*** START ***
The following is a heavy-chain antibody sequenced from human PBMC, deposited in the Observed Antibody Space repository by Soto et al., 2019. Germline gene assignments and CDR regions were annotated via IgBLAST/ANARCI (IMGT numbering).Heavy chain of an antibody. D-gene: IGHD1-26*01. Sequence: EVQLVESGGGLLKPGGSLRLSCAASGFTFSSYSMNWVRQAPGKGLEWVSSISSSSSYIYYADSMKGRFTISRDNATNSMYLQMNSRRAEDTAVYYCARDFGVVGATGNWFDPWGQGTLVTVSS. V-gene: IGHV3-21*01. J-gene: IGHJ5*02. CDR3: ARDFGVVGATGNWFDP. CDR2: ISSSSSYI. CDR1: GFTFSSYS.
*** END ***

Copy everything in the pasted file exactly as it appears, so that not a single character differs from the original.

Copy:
The following is a heavy-chain antibody sequenced from human PBMC, deposited in the Observed Antibody Space repository by Soto et al., 2019. Germline gene assignments and CDR regions were annotated via IgBLAST/ANARCI (IMGT numbering).Heavy chain of an antibody. D-gene: IGHD1-26*01. Sequence: EVQLVESGGGLLKPGGSLRLSCAASGFTFSSYSMNWVRQAPGKGLEWVSSISSSSSYIYYADSMKGRFTISRDNATNSMYLQMNSRRAEDTAVYYCARDFGVVGATGNWFDPWGQGTLVTVSS. V-gene: IGHV3-21*01. J-gene: IGHJ5*02. CDR3: ARDFGVVGATGNWFDP. CDR2: ISSSSSYI. CDR1: GFTFSSYS.